In 2005, Brian McEvoy and Daniel Bradley, of Trinity College Dublin, conducted an Irish surname research project. They sampled 1,125 men bearing 43 different Irish surnames. The study found that about 90% belonged to Haplogroup R, with Haplogroup I making up most of the remainder. After examining the Y-chromosome patterns, they were drawn to the conclusion that there was a high correlation between a certain DNA signature and its particular surname. In some instances it was clear that the surname was founded by a single individual or a limited number of men. The estimated time in these cases that the MRCA lived was roughly 1,000 years ago, or about the time of the adoption of surnames in Ireland. The authors summarize: “Our study demonstrates for the first time that surnames collectively are markers of shared recent patrilineal kinship. The extent of this varies depending on the specific name and the nature of its foundation. Some names have numerous early origins, while others have a defined and focused early genesis. In either case, it is clear that subsequent events of the 1,000 year-long history of Irish surnames have been a substantial force in shaping the genetic diversity of a modern surname population. The frequency today may be influenced by the power and prestige associated with the name in the past, while intra-surname Y-chromosome proved to be a powerful tool in unraveling this history, demonstrating a significant role for a molecular genealogical approach to complement and expand existing historical sources.”28 Although my own surname—today anglicized as Arvin—was not part of this study, my research indicates that it may have originated when a monk was installed as the Bishop of Kildare in the year 1096. He took the Irish form of the name as his “episcopal” name, in keeping with his new status as bishop.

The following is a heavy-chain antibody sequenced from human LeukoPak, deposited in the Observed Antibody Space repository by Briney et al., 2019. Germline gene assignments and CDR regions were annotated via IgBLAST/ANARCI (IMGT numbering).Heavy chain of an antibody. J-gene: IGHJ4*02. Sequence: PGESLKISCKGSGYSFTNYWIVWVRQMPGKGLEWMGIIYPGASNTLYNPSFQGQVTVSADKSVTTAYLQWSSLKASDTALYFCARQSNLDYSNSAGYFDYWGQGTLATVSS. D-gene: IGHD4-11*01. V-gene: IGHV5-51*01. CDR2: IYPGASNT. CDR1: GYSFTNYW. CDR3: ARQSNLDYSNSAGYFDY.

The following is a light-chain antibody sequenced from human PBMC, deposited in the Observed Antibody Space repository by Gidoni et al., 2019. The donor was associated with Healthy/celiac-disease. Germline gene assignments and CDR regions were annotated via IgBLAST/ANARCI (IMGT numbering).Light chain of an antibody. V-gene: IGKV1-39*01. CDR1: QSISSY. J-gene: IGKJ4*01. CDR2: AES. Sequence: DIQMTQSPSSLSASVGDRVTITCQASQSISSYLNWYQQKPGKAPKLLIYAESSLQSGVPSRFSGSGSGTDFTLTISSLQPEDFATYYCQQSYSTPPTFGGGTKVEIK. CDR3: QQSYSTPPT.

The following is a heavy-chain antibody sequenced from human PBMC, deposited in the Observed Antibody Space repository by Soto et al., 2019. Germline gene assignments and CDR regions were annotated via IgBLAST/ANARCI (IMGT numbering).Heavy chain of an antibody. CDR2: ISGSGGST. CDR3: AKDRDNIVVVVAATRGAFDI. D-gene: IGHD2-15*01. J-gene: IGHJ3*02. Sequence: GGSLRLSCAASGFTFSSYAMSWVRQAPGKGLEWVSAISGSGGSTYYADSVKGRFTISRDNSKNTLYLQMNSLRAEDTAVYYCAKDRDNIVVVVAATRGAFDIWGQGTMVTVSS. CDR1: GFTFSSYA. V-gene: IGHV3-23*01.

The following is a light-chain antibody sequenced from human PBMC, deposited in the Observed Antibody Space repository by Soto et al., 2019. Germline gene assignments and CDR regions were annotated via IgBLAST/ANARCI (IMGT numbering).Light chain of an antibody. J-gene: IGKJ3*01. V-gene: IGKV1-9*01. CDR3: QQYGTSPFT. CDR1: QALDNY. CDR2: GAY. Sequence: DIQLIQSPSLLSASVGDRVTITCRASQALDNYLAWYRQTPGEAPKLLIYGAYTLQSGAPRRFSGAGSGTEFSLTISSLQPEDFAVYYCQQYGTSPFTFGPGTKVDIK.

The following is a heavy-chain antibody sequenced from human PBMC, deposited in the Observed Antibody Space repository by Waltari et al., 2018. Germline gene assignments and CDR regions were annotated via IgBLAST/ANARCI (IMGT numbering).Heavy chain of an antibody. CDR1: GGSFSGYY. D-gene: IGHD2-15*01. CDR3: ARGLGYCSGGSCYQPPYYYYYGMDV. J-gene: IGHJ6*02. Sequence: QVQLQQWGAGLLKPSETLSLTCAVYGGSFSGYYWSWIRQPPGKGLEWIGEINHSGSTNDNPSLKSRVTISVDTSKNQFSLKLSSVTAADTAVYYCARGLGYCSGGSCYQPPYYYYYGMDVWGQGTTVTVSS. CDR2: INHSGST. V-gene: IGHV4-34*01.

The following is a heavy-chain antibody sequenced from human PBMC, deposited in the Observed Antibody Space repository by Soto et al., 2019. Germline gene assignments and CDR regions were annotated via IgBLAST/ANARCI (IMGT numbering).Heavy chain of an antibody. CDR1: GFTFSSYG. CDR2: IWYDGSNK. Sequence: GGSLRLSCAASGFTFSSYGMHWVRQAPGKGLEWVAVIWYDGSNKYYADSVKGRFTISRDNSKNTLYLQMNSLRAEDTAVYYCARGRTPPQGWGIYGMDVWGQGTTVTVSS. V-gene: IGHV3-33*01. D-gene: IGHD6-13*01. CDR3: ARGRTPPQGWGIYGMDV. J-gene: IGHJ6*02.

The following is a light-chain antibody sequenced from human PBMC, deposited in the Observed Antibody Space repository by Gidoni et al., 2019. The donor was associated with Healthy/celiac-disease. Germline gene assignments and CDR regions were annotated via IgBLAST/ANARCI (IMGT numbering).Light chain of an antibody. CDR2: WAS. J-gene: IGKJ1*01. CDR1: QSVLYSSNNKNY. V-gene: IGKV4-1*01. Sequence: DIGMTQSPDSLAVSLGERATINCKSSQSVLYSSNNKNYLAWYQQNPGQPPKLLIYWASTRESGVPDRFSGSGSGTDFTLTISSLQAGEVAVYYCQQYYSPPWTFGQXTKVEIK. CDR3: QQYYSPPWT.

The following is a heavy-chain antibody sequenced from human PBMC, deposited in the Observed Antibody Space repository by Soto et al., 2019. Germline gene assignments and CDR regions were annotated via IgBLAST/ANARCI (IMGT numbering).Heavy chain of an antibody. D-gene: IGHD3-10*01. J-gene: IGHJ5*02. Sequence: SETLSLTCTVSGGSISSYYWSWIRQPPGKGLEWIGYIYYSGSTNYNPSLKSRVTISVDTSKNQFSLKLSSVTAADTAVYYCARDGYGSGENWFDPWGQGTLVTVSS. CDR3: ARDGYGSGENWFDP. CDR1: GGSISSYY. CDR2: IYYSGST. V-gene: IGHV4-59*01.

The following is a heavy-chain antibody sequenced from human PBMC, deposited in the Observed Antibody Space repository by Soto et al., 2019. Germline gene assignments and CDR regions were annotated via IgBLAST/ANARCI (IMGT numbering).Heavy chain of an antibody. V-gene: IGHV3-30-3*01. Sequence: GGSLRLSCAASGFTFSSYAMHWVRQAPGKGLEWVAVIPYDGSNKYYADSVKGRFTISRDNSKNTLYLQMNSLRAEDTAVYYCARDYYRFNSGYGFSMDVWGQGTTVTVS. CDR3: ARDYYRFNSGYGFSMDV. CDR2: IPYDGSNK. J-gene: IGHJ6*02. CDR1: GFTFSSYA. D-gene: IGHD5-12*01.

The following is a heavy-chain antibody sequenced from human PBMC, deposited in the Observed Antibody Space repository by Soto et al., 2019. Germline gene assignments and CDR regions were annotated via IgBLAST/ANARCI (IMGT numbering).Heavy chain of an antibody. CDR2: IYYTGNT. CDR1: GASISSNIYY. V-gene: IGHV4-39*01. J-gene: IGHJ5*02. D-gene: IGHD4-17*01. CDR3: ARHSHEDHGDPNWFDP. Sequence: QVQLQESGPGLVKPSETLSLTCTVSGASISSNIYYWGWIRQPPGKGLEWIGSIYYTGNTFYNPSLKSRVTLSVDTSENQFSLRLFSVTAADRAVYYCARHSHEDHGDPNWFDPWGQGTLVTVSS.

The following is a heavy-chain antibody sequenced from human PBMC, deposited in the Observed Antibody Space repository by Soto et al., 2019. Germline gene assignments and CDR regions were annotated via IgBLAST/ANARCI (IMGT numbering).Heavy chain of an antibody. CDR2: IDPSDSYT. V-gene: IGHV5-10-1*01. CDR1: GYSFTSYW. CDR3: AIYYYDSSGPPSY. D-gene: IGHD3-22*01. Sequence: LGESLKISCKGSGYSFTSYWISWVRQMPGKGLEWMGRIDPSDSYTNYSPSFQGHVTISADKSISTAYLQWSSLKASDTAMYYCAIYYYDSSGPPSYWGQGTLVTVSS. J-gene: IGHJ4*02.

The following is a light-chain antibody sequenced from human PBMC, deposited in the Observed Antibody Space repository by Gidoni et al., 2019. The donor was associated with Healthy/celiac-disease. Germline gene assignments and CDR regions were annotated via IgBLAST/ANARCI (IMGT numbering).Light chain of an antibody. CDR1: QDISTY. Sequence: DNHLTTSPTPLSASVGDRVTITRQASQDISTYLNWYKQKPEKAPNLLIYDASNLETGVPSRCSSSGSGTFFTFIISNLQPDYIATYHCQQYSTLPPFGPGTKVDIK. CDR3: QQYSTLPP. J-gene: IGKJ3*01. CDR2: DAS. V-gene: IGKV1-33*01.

The First People

     Although the story is still far from complete, all the DNA testing by donors and the ingenious genetic detective work by the scientists and hobbyists makes it possible for me to block out the presumed path of my ancestors’ habitats over tens of thousands of years. Fathers have passed on their genetic information to their sons in my line by way of the Y-chromosome in an unbroken chain for more than a thousand generations. I now know that my ancestors in the male line made their way out of Africa, into Eurasia, through the Middle East and far up into Europe. Forced back by the last great Ice Age, they sought refuge in the mountainous regions of the Balkans. Then, as the ice receded and their food supplies moved, they followed, settling and resettling ever westward in the great Danube River basin. Many generations must have lived in Germany, perhaps in the Rhine River basin. Relentlessly they continued to push north and west, living for a time in areas now submerged on the floor of the North Sea. Ultimately they migrated as far as they could go into the northwest corner of Europe, winding up on a great peninsula of that Continent. As global warming caused the seas to rise, flooding transformed their peninsula into an island. Perhaps what is now Britain was home to many more generations. Finally, at the dawn of recorded history, we find that the sea had continued to rise and had divided the island into two isles, both very much inhabited.